I think that's what you are referring to, but I can't be certain without a picture to what you are referencing. Mold lines are more obvious on some minis than others.

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3 hours ago, Paradoxical Mouse said:

[...] Those flat spots might just be mold lines. Sometimes the plastic extrudes out of the mold way more than usual, especially in close cut areas. The only things I see are mold lines in the store picture, which can be easily removed with a sharp exacto-knife. 

 

I think that's what you are referring to, but I can't be certain without a picture to what you are referencing. Mold lines are more obvious on some minis than others.

 

Yeah - they look like mold lines, but sadly they aren't. (I did remove a couple of those - a first attempt for me, too.) I must have spent a couple of hours with various lighting and vision aids trying to figure out if they were mold lines. I even came back after I had painted to see if I was mistaken, and the feel of the brush told the same story. There's depth and detail on the far side of these spots.

 

The visible bit in the Reaper shot is on the lower side of the left-hand ponytail between the two ties. Look at my post images; the flat spot is still visible on the front as a darker area with light lower edge, but the back shows all hair, all the time. Another spot not visible in the pictures is on the left foot; it made matching up leather vs foot a bit challenging. It's obviously not the entire figure, but where it happens it's in the same direction each time; can't really understand what happened, and it doesn't look like it was there on the metal version.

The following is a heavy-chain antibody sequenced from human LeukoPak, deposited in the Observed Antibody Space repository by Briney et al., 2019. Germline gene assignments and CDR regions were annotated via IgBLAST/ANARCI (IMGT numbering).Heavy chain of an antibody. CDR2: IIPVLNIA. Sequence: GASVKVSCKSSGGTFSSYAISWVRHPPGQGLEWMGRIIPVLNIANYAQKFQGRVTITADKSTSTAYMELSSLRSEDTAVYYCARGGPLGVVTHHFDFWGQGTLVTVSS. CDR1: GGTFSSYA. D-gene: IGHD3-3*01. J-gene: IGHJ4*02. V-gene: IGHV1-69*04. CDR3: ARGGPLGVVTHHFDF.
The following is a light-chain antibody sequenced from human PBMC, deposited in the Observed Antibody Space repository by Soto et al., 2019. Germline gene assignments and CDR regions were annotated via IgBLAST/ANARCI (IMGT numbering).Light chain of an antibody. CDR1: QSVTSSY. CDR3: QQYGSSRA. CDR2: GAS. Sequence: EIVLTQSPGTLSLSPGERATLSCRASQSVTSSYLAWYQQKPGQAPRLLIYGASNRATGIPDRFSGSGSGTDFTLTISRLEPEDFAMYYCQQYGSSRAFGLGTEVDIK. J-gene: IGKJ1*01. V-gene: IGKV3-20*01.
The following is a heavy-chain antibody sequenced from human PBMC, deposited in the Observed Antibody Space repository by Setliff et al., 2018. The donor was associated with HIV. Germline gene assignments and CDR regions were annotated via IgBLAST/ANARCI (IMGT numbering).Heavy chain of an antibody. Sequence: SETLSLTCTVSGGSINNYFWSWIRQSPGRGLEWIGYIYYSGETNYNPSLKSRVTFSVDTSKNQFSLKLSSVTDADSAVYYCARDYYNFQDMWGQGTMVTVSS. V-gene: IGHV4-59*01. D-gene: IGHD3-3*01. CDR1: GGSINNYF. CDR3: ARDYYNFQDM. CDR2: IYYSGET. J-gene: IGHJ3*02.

Overall it's not so bad with the paint, but it wouldn't do for a display quality mini. I'm just using mine for gaming.

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Very cool paint job and thank you for the daylight photo too since the colors are much better in the sun.

 

Maybe a little word of advice would be to go bolder onto shadows and highlights. Mini painting is all about contrast since our poor eyes (admittedly some of ours are poorer than others) can not really comprehend details of the mini if not accentuated by contrast. Much like make-up really. ^_^ 

 

So next time try to be bolder. You will not be sorry.

 

Keep it up! 

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On 12/18/2017 at 10:39 PM, VolksFest said:

Maybe a little word of advice would be to go bolder onto shadows and highlights. Mini painting is all about contrast since our poor eyes (admittedly some of ours are poorer than others) can not really comprehend details of the mini if not accentuated by contrast. Much like make-up really. ^_^ 

 

So next time try to be bolder. You will not be sorry.

 

Keep it up! 

 

Thanks for the feedback! Yeah... I had noticed that from others' painting and from my comparative lack of contrast in my LTP2 figures. I moonlight as a nature photographer; while eyesight is an issue for me, I'm good on colors and tend toward understatement or "natural" as much as I can get away with in the market. For figure painting, picking up the highlight/shadow levels is going to be an ongoing lesson. Hopefully I'll be reminded of that until I get it right!